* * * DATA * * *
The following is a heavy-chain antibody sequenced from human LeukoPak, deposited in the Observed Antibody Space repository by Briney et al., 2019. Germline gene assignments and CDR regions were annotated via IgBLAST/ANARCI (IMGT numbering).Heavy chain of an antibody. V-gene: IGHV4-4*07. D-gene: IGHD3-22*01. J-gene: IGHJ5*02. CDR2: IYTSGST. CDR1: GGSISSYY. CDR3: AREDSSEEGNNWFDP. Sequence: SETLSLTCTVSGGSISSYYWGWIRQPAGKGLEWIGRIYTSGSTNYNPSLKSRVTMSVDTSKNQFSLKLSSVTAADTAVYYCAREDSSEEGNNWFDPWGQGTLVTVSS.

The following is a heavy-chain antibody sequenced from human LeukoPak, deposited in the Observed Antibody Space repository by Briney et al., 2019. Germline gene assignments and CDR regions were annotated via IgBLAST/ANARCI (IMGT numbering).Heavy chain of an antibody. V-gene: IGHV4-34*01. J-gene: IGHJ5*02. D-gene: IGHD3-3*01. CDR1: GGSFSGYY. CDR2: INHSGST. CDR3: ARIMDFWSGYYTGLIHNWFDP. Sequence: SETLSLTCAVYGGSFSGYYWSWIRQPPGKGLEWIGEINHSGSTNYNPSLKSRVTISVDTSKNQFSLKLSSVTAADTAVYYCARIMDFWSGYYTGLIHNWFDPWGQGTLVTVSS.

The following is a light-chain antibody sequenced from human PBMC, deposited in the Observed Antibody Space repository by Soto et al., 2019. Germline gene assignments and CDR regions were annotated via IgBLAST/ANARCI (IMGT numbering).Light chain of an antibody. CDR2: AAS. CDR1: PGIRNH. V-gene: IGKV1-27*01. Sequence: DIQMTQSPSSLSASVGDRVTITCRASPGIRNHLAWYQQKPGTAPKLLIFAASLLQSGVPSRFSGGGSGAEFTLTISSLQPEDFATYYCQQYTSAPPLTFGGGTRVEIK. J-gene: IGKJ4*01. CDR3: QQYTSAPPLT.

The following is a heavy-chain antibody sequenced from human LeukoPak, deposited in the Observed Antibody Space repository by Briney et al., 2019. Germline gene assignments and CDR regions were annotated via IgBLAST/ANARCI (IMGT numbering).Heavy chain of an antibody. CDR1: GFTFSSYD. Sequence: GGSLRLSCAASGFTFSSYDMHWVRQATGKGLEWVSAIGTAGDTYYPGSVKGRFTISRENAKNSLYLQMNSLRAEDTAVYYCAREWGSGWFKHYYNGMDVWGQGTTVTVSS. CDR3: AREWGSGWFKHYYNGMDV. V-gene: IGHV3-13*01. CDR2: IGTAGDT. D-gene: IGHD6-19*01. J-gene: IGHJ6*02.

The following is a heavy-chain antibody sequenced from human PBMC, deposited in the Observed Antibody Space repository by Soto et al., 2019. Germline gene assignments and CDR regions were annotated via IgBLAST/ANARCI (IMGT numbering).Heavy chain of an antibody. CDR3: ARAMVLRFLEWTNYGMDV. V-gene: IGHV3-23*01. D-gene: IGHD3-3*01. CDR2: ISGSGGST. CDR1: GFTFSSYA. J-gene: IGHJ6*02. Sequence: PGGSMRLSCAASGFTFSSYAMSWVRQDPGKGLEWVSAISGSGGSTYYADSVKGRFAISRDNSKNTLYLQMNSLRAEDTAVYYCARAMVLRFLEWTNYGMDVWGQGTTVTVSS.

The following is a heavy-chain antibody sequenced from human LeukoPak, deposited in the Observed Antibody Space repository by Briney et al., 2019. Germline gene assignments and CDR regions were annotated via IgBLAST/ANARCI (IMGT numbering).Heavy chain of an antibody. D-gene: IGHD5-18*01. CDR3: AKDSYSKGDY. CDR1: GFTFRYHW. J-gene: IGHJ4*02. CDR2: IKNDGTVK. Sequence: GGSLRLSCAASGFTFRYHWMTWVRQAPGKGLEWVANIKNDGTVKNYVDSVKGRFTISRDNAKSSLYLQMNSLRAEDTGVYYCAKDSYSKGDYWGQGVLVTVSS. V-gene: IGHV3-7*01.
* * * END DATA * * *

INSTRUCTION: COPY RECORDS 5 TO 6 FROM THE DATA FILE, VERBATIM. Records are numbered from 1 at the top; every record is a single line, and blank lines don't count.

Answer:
The following is a heavy-chain antibody sequenced from human PBMC, deposited in the Observed Antibody Space repository by Soto et al., 2019. Germline gene assignments and CDR regions were annotated via IgBLAST/ANARCI (IMGT numbering).Heavy chain of an antibody. CDR3: ARAMVLRFLEWTNYGMDV. V-gene: IGHV3-23*01. D-gene: IGHD3-3*01. CDR2: ISGSGGST. CDR1: GFTFSSYA. J-gene: IGHJ6*02. Sequence: PGGSMRLSCAASGFTFSSYAMSWVRQDPGKGLEWVSAISGSGGSTYYADSVKGRFAISRDNSKNTLYLQMNSLRAEDTAVYYCARAMVLRFLEWTNYGMDVWGQGTTVTVSS.

The following is a heavy-chain antibody sequenced from human LeukoPak, deposited in the Observed Antibody Space repository by Briney et al., 2019. Germline gene assignments and CDR regions were annotated via IgBLAST/ANARCI (IMGT numbering).Heavy chain of an antibody. D-gene: IGHD5-18*01. CDR3: AKDSYSKGDY. CDR1: GFTFRYHW. J-gene: IGHJ4*02. CDR2: IKNDGTVK. Sequence: GGSLRLSCAASGFTFRYHWMTWVRQAPGKGLEWVANIKNDGTVKNYVDSVKGRFTISRDNAKSSLYLQMNSLRAEDTGVYYCAKDSYSKGDYWGQGVLVTVSS. V-gene: IGHV3-7*01.